For some reason my older brothers did not have to endure the literary punishments that my Dad meted out to me.
Like clockwork, I would trudge off into the corner to harness the words bouncing around in my head before left for work, which was always promptly at 9:15pm.
One exercise that I particularly hated was writing “I will be intelligent” 100 times on college ruled paper.
It had to be properly spaced and legible or he would make me start over; often my tears dotted the paper because my fingers would be sore from trying to mimic the shape of the words as I saw it in the books.
I was convinced that my Daddy was the meanest man in Chicago, but I kept those blasphemous thoughts in the darkest recesses of my mind because I didn’t have any words for that.
I hated going into the corner of the living room with the World Book Encyclopedias and the Childcraft books with a passion, but had I known that words would save my life and ultimately fill me with purpose would I have been more appreciative?
He often told me and my brothers “You’ve got to set an example for each other” this mandate was mainly directed at them in lieu of my being the youngest son.
In retrospect it was very insightful of my Dad, because I was always watching my brothers, always recording what I bore witness and storing it into my mental database.
And it is that mandates are a scary thing. Because a mandate is a authoritative order or command and often we shirk away from commands because of the intimidation factor that they pose.
But can it be said that it is just as intimidating to give an mandate as it is to be issued one?
Perhaps this is the conundrum that society finds itself in …
Fathers and mandates seem to be in short supply with the bellow and the belt being a relic of a bygone era.
As a grown man, I can look back with clarity on years that have elapsed and for the life of me, I am at a loss as to what thought process was running through my head as a child.
Many people reflect back on their respective childhoods with recollections of the difficulties that they burdened their parents with, I’m no different in that respect but I am inclined to think that the Lord was truly looking out for me in the blessing that he provided in the guise of my Mother.
As I reflect on the person that my Momma is on her birthday, I am hard pressed on what I did to deserve to be the child of such a blatantly unselfish person. More often than not when I was growing up, I took the litany of sacrifices that she made on the behalf of me and my siblings for granted.
To say that I was a bad kid; would be the understatement of the century, but through it all she never gave in to the chorus of those who would brand me as an irredeemable wild child to be thrown on the proverbial trash heap. Despite all of the conferences with the teachers, principals and the countless disciplinary issues that I dropped at her feet, she was unflinching in relaying the belief that she harbored in me.
My Momma always provided me with unconditional love; the means to pick myself up; fight the good fight and to believe in myself despite the obstacles arrayed in my path. It was her stubborn belief that eventually rubbed off on me, that enabled me to push back the veil of anger, disillusionment and indifference to take the steps toward justifying the faith that she held in me.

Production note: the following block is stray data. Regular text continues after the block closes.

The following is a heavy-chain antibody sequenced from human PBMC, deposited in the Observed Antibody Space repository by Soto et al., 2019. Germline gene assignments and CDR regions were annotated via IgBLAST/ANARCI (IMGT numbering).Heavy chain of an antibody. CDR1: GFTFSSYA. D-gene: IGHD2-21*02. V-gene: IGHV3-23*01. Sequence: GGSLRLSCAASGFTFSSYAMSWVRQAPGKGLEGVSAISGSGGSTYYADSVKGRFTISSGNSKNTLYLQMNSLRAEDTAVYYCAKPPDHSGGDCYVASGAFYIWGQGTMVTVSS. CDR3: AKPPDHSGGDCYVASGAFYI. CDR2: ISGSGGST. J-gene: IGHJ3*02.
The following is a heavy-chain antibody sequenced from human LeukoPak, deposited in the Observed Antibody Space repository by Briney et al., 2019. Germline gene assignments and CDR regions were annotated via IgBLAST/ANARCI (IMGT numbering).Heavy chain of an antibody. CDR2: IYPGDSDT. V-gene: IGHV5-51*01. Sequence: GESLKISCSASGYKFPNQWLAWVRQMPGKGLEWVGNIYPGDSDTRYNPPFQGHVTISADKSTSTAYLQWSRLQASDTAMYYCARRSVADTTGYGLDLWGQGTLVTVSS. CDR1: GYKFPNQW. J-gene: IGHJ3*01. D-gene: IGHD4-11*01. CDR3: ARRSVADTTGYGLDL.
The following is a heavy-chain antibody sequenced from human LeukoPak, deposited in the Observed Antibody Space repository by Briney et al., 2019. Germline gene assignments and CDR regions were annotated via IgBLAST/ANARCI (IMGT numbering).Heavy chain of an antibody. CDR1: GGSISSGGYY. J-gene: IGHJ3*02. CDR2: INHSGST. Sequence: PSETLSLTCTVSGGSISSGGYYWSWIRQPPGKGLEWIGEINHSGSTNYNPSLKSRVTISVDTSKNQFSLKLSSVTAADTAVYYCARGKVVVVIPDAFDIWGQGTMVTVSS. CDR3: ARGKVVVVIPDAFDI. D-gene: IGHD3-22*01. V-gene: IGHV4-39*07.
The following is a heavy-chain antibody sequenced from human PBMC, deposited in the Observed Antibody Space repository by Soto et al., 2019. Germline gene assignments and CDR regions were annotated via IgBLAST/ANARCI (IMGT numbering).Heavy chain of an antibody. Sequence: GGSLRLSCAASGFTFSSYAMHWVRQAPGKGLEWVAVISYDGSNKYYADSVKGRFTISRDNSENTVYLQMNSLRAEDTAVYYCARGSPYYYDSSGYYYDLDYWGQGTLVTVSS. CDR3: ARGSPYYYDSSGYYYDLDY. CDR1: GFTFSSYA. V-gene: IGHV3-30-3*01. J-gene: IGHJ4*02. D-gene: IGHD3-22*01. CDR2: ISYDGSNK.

Her actions speak to something stronger than simple love, as what I was shown was nothing short of unconditional love, a force that can vanquish anything in its path.
I wish you the Happiest of Birthday’s with the realization that words cannot do justice for what you have unselfishly given me, I love you unconditionally!
This picture sums up the week I spent on the Big Island.
Awe inspiring; breathtaking, invigorating and reflective are some of the adjectives that come to mind.
In retrospect, I was lost but was able to find myself here, but up to this point I was shamefully oblivious to the fact that I’ve been wasting my time. As Hawaii was quick to show herself as an environment that is purely conducive to a being the writer that I’ve been suppressing for longer than I care to admit.
Sometimes it takes a proverbial kick in the pants to reorient yourself back to the things that are truly important, being cognizant of what gives you JOY, rather than doing something that takes JOY from you.
Realizing that I was wasting my time was one thing, but knowing the necessary steps to employ in regaining the steering wheel of my life was another thing altogether.
This reality weighed heavily on me, because not knowing that you are lost, is tantamount to being in prison with time ceasing to be that essential element that adds urgency to the fruition of goals, but goals be damned; I have mandates…
The spirit of Hawaii was just what my soul needed, as I found myself in a perpetually good mood,
with the toxicity of my 12 to 14 hour work days falling away like the layers of an onion. It wasn’t long before I realized that I didn’t like the person that I was on the outer layers, truth be told I loathed this person.
Solace and beauty was everywhere and seemingly in everything … I felt compelled to soak it in at every turn, but I slowly came to the realization that pulling over to the side of the road every time Mother Nature beckoned me to do so wouldn’t be prudent, because I’d be stopping every couple of feet.
But, I was acutely aware that savoring each moment that I had on the island would be essential.
Later on during my trip, I found myself standing on a pier, unclear of where I was other than being entranced by the breeze blowing across my skin which served as a reminder that in leaving here, that I would never be the same.
I was shaken from my hypnotic state as I watched a boat slowly make its way towards the shore and I couldn’t help but to wonder if the occupants of the vessel had the same peace of mind that I was feeling at this moment in time.
As I thought about my impending return to the mainland, I remember a sense of foreboding enveloping me and for a fraction of a second I was tempted to frantically wave my hands at the boat and offer my services in exchange for the uncertainty of tropical newness over what passes as my existence on the mainland.
And… It was there that it hit me, I was living a boldface lie.
Damnit, I just want to write… And if I’m not writing, what is this so-called life that I am living?
How can I justify letting my alter-ego run my life while I sit idly by?
So now what?